Through his son's experience, Eldon Hay both encountered and challenged homophobia any chance he got. In his university classes, he would often talk about his gay son Ron, revealing his openness and support for lesbians and gays. He wrote countless articles in local newspapers such as the Sackville Tribune Post and The Moncton Times and Transcript just to name a few. Hay also appeared on several CBC Radio broadcasts featuring discussion about gay rights and attitudes towards homosexuals. One of these radio broadcasts in 1991 asked, “How would you react if your child told you that they're gay or lesbian?” and requested members of the region to call in and respond to this question. Along with host, Noreen Nunn and another guest, Judith Meinert, a mother with a gay son, Hay listened and engaged with callers responding to the topic of discussion. The radio show broadcast a variety of callers, mostly parents of gay and lesbian children describing the ‘coming out' experience of their children. At one end of the spectrum was a caller, a mother, who believed she would never have to deal with the issue of homosexuality as she ‘would see to it that their upbringing, their scriptural upbringing, in particular…' would eliminate the possibility for her children to be homosexual. Another parent claimed that if they were confronted with a child's ‘coming out' they would ‘tell them how unnatural it is and that, with prayer, they could be changed.' On the other end of parental attitudes was a mother who was very open and supportive; she explained how she tried to expose her young son to different lifestyles so he will grow with an open mind as well. Several callers commended the program, as well as the panel for their openness and ability to speak about these issues with ease. However, a recurring fear expressed amongst the callers related to their concern about the discrimination and stereotypes their child would face especially in seeking employment and having a career or professional future. In one instance, this fear was well illustrated when a caller refrained from using her last name, worrying that she would lose her job if her employer found out she was a lesbian. (11)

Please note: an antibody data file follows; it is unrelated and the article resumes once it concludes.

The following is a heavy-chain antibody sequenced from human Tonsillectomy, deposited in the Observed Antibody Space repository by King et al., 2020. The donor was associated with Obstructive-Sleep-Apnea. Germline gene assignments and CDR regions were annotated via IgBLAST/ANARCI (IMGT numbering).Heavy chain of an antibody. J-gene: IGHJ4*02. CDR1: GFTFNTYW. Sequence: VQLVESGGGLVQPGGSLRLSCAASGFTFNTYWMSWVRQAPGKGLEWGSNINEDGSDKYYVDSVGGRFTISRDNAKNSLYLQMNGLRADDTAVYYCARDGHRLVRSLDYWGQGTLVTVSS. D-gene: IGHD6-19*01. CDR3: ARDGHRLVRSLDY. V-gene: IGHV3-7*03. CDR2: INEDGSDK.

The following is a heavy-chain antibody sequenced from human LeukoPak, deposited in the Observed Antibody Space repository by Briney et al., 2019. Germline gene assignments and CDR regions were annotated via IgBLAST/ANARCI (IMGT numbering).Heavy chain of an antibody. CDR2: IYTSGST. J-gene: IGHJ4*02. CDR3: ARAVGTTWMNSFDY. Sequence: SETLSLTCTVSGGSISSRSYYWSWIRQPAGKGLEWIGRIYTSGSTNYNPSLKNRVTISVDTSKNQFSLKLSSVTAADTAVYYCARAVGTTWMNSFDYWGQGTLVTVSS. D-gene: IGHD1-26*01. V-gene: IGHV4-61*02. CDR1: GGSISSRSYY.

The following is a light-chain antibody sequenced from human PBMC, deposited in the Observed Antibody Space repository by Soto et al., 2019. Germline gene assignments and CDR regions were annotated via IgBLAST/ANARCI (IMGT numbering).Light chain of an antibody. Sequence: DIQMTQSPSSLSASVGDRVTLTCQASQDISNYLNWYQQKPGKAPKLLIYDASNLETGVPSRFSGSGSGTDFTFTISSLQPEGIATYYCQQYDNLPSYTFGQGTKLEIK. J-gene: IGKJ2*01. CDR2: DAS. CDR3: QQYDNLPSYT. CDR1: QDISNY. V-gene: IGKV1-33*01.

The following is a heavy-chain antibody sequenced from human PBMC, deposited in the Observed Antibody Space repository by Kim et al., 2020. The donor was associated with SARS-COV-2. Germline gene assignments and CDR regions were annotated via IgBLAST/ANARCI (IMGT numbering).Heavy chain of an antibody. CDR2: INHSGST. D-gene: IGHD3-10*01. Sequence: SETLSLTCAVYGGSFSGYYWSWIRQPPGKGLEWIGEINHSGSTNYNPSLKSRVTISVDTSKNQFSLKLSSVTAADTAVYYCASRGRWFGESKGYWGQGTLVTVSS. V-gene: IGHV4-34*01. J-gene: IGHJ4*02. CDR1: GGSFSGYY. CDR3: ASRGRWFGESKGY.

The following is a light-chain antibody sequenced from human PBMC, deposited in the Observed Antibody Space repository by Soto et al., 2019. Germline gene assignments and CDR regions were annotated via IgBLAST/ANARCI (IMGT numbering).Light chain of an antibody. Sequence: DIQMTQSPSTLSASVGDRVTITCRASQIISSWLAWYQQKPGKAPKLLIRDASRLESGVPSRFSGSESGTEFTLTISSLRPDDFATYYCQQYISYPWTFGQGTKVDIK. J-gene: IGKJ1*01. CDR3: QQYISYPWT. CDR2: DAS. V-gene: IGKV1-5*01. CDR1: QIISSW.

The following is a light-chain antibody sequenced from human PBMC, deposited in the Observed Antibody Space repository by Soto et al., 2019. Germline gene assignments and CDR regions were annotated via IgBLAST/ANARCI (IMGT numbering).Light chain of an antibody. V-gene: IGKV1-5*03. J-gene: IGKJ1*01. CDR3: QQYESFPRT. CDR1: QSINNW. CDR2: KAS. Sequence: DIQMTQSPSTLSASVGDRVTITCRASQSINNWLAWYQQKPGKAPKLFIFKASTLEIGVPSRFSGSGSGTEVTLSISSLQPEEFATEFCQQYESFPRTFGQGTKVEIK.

Photograph of Eldon Hay receiving the Order of Canada.